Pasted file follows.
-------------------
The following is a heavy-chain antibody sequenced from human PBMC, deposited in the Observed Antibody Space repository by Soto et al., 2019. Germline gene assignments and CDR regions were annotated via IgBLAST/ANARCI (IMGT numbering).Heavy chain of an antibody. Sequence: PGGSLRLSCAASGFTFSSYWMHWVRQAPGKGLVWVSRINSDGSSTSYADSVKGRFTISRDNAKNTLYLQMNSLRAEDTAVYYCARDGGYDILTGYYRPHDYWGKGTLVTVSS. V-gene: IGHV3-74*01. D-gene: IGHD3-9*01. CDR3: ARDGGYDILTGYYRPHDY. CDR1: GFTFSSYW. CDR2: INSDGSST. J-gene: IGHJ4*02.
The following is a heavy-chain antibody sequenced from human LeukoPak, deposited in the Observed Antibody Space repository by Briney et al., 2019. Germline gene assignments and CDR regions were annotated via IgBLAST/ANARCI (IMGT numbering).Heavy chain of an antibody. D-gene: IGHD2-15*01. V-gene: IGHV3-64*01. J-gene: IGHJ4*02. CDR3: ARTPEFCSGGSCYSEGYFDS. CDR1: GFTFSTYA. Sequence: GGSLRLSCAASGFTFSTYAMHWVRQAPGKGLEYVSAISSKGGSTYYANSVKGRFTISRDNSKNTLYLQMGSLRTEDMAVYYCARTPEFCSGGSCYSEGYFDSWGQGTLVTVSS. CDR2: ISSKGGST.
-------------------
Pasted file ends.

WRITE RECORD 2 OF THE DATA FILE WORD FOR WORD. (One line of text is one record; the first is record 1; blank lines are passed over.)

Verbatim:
The following is a heavy-chain antibody sequenced from human LeukoPak, deposited in the Observed Antibody Space repository by Briney et al., 2019. Germline gene assignments and CDR regions were annotated via IgBLAST/ANARCI (IMGT numbering).Heavy chain of an antibody. D-gene: IGHD2-15*01. V-gene: IGHV3-64*01. J-gene: IGHJ4*02. CDR3: ARTPEFCSGGSCYSEGYFDS. CDR1: GFTFSTYA. Sequence: GGSLRLSCAASGFTFSTYAMHWVRQAPGKGLEYVSAISSKGGSTYYANSVKGRFTISRDNSKNTLYLQMGSLRTEDMAVYYCARTPEFCSGGSCYSEGYFDSWGQGTLVTVSS. CDR2: ISSKGGST.